Most of you must have invested in stock markets. But have you ever wondered about the kinds of stocks that are available in the stock market. Classifying a universe of over 5000 actively traded stocks is no mean task, but there are some broad signals that we can pick up. This classification is important as it enables you to pigeonhole specific stocks to your specific requirements. Here are 6 such categories of stocks that are available in the stock markets…
- Defensive Stocks
As the name suggests, these defensive stocks are known to give steady returns even when the markets are going nowhere. The typical defensive stocks are less vulnerable to business cycles and while they may see some impact on demand and earnings, they are unlikely to be overly impacted by the vagaries of the economic cycles. Defensive stocks are normally not outperformers in the market but your downside risk is also limited. Stocks like Colgate, Britannia and Hindustan Unilever are classic examples of defensive stocks as they are in an industry that is not too cyclical in nature. Sectors like pharma and IT were also classified as defensive stocks in the past but over the last couple of years they have been relatively more volatile due to their over dependence on the US markets.
- Blue Chip Stocks
Blue chips, as the name suggests are the stocks that have a pedigree and a performance track record built over a fairly long period of time. Normally, you find blue chips across sectors and these are companies that show fairly high levels of growth and margin performance. For example, within the auto space, companies like Maruti, Tata Motors, M&M, Bajaj Auto and HMCL will classify as blue chip stocks. Similarly, in the oil sector, stocks like Reliance Industries, ONGC, IOC and BPCL will classify as blue chips. Of course, the list can go on!
- Cyclical Stocks
Cyclical stocks normally perform in tune with the global or domestic cycles. In terms of stock market performance, these cyclicals tend to outperform in the upward phase of the cycle but grossly underperform in the downward phase of the cycle. For example, stocks like L&T and BHEL are largely dependent on the capital cycle in the economy and therefore will outperform when the capital investment cycle in on an upturn. That explains why L&T underperformed between 2012 and 2016. Similarly, stocks like Tata Steel and Hindalco are heavily dependent on the global demand and price cycle of steel and aluminium respectively. That explains why these two stocks have done so well in the last 1 year when Chinese demand has been on an upturn and prices on the LME are moving up.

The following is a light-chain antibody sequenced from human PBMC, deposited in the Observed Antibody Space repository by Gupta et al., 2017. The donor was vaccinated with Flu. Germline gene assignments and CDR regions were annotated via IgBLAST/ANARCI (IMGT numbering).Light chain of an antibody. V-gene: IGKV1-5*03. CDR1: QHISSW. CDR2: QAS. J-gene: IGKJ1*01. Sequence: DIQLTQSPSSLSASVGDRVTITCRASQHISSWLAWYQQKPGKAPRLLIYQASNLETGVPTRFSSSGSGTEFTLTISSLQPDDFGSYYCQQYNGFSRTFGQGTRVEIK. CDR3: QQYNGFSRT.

- Dividend Yield Stocks
These stocks are also popularly known as Income Stocks. These are stocks where the dividend yield (Dividend per share / Market Price) is attractive. Normally, a dividend yield of above 6% makes the stock an attractive proposition as dividends are tax-free and hence the post-tax yield is much higher. The attractive dividend yield acts as a kind of a price support for the stock, which limits its downside risk. Investors who want steady income can look at these stocks. However dividend yield stocks are not known to outperform in price terms.
- Growth Stocks
Growth stocks are those that are showing high visibility in terms of growth in sales, earnings and in the operating margins. It is this combination that actually makes a growth stock. Normally, growth stocks tend to give tremendous stock market outperformance during the growth phase. Bharti Airtel between 2002 and 2007 is a case in point. Similarly, Eicher Motors has delivered stellar growth in top-line, profits and margins consistently for the last 32 quarters. That is perhaps the reason why the stock has moved up from Rs.200/ share in 2009 to Rs.30,000/- per share in 2017. Normally, growth stocks tend to quote at rich and expensive P/E ratios in the market. However, such growth stocks should be judged based on their PEG ratio and not purely on their P/E ratio.
- Value Stocks
Many times the concept of value stocks can be a misnomer. Value stocks are those that are available at very cheap valuations. The only problem in this approach is that low P/E or low P/BV does not necessarily guarantee stock market returns. This value stocks approach holds out when the market overall is at all-time low valuations. For example, in the market of 2002 or in the lows of 2009, most of the frontline stocks were available at bargain valuations. Under these circumstances, the value approach works to perfection. However, whenever one takes the value stocks approach to buying, one must be very careful of the P/E trap. In many cases, low P/E is indicative of larger structural problems in the industry or in the company. You must be wary of that.
Many of the above classifications are likely to overlap. For example, a blue chip stock may also be a growth stock or a cyclical stock may also be a value stock. The idea is to create your investment target and pick stocks accordingly.